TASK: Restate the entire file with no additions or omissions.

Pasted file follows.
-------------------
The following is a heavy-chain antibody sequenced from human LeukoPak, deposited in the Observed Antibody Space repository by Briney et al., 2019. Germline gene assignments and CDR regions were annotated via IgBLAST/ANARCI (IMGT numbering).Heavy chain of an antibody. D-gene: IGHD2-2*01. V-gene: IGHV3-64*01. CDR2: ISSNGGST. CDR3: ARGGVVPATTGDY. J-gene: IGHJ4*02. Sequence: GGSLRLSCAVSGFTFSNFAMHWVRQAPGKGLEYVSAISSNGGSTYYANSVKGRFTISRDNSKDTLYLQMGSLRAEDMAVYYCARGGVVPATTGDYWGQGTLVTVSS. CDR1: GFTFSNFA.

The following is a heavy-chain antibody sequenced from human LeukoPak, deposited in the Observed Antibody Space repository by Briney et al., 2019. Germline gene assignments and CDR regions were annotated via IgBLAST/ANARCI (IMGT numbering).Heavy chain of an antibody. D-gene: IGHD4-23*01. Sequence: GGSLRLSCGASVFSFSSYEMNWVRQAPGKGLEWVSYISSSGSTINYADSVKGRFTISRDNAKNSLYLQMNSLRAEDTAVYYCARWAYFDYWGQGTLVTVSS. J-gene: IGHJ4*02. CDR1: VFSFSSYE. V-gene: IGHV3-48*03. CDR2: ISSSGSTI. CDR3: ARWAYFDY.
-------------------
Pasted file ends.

The following is a heavy-chain antibody sequenced from human LeukoPak, deposited in the Observed Antibody Space repository by Briney et al., 2019. Germline gene assignments and CDR regions were annotated via IgBLAST/ANARCI (IMGT numbering).Heavy chain of an antibody. D-gene: IGHD2-2*01. V-gene: IGHV3-64*01. CDR2: ISSNGGST. CDR3: ARGGVVPATTGDY. J-gene: IGHJ4*02. Sequence: GGSLRLSCAVSGFTFSNFAMHWVRQAPGKGLEYVSAISSNGGSTYYANSVKGRFTISRDNSKDTLYLQMGSLRAEDMAVYYCARGGVVPATTGDYWGQGTLVTVSS. CDR1: GFTFSNFA.

The following is a heavy-chain antibody sequenced from human LeukoPak, deposited in the Observed Antibody Space repository by Briney et al., 2019. Germline gene assignments and CDR regions were annotated via IgBLAST/ANARCI (IMGT numbering).Heavy chain of an antibody. D-gene: IGHD4-23*01. Sequence: GGSLRLSCGASVFSFSSYEMNWVRQAPGKGLEWVSYISSSGSTINYADSVKGRFTISRDNAKNSLYLQMNSLRAEDTAVYYCARWAYFDYWGQGTLVTVSS. J-gene: IGHJ4*02. CDR1: VFSFSSYE. V-gene: IGHV3-48*03. CDR2: ISSSGSTI. CDR3: ARWAYFDY.